Substance in Decay
Friends of the Orphan Signs re-imagine the abandoned along Route 66
Lindsey Fromm made the same commute as usual down Central, the bus rocking to an occasional stop to let passengers on and off while the desert sun glared off the windows. This particular day, however, she noticed something in the landscape she hadn't before. Behind what was then the Octopus Car Wash on Central and San Mateo, a large sign rose up from an adjacent deserted lot, and across a blank, cloudless sky, it bannered the words: “The Bus is Never Closed to Crazy.” Fromm described how the text—out of place amid the advertisements we learn to accept or ignore and the hurried foisting of money back and fourth of commerce around her—resonated. She felt crazy a lot of the time, and she saw people who seemed to feel crazy too cutting that route eastward. Another time, following the same path up Central, she saw the same mysterious billboard, this time with different words pasted into it: “I Clap for You in my Head All the Time.” “Once I saw that,” Fromm said, “that was it. I needed to be a part of it.”
At the time—around 2011—Fromm was in the MFA program at UNM, and had always had a keen interest in public art, while simultaneously studying art education. That year, she was introduced to Ellen Babcock, who had been re-purposing the signs that, “seemed to be waiting for something,” as she described. Babcock founded the project, lovingly dubbed Friends of the Orphan Signs, in 2009, and Fromm quickly integrated into the project; she now acts as co-director of a particular branch of it—the Highland Project—along with Michael Lorenzo Lopez (“a savant,” as Fromm described him). The Highland Project initially started as an after-school program for students at Highland High School interested in engaging with the community by collaborating with local artists and their peers on images and text for two signs near their school on Central, just east of Washington. Since then, the project has evolved to include the nearby Media Arts Charter School and has become integrated as part of the arts curriculum in the classroom proper. Maybe you've seen some of the many iterations of these signs, or the current wise words painted in frenetic, circus-inspired fonts nestled beneath a sign for the near-forgotten Royal Hotel—two phrases that jolt the passerby out of the normalcy of the usual messaging that surrounds them (the kind that is selling something). The words are as simple and enigmatic as they are impactful. “The Mind of the World,” and “Deep and Unspoken Hopes.”
Fromm was initially attracted to Friends of the Orphan Signs in its reaction to the flood of advertising that has slowly become normalized—concepts woven into the fabric of our daily lives, photoshopped images taking up space in our collective mind. “It's the objective … of advertising and public messaging to manipulate us. It's this feedback loop of 'You're not good enough,' … this endless cycle of consumption. When do we have time to stop and think about what we're being inundated with?” Fromm elaborated, pointing out how easily these often toxic messages are standardized. “What that is doing is replacing our ability to think critically, to read between the lines, to be able to confront that and say, 'No, I don't need this' instead of [letting] it prey on our uncertainties, cracking them open and filling the insecure vessel.” Fromm pointed out the intersection between the work of artist Barbara Kruger—who works in the public sphere, creating defiant faux-ads like “I Shop Therefore I Am”—and that of the Friends of the Orphan Signs, noting that Kruger's work similarly disrupts our resignation to the messaging of advertising. “It uses the language of advertising, the syntax of advertising … but it poses questions in ways that are very subversive and subtle.” For Fromm, seriously considering the messaging of advertising and thinking about what messages might be more important for our community to see are important components of education. As such, the Highland Project is revelatory. “I'm passionate about people being able to think for themselves, outside of the context that's been set up for us,” she explained.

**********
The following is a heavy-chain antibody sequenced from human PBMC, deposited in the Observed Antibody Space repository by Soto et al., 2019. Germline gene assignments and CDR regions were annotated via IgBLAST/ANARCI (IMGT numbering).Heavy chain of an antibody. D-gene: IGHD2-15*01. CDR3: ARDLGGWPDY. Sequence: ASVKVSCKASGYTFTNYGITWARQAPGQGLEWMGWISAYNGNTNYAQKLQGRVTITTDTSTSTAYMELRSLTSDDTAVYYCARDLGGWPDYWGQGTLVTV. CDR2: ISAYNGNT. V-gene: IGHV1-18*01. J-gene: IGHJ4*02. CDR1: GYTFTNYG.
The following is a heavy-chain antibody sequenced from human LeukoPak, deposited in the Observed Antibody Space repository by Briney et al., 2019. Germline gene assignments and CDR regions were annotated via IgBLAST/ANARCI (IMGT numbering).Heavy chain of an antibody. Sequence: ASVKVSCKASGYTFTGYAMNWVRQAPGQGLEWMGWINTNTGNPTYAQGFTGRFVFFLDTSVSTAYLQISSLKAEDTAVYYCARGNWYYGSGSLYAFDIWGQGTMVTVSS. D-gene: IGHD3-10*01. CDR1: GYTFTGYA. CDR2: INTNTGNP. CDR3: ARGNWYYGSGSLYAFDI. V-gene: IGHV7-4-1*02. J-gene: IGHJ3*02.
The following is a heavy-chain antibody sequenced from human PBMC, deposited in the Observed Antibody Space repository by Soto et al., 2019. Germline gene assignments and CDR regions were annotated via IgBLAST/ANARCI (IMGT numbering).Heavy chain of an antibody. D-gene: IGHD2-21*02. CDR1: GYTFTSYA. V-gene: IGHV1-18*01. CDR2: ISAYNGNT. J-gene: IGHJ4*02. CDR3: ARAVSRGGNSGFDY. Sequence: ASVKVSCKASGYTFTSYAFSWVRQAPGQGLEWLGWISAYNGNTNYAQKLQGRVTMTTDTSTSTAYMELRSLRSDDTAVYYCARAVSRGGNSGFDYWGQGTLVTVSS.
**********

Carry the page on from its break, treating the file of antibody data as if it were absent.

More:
Through the Highland Project, students in two art classrooms at the two high schools go through a year-long exploration of concept, discussing public messaging, what's happening in their lives and communities, what they think and feel—and translating that into signage. “We just kind of talk, that's a critical part of the experience,” Fromm described. “There's a lot of groundwork to be laid before you ever try to push through what the end product is going to be … The workshop isn't the process of making one thing, it's about collaboration. And collaboration between anyone consists of many meetings … where you find common ground.”
The signs that are currently in place work within the context of a certain theme—that of power. Fromm worked with the classes to piece together the messages in a variety of ways, from the discussion of how power influences their daily lives to the dissection of political speeches, with the students circling the words that seemed most powerful to them (the results of which ultimately became the phrases on the signs currently up). It is always the students that guide what is displayed. “A thing Ellen [Babcock] likes to say that I agree with is, ‘The students know what's good. Always. Every single time.’” And what's been produced by them is a provocative addition to the landscape of collapsing motels and thistle growing up in the cracks of lots long vacated, something that stirs us from our commute and awakens us to the mystery and magic of our place in time and geography. As Fromm explained, there’s something enigmatic at the heart to the project, “You don't want to answer questions, you want to pose them. That's what creates longevity of thought.”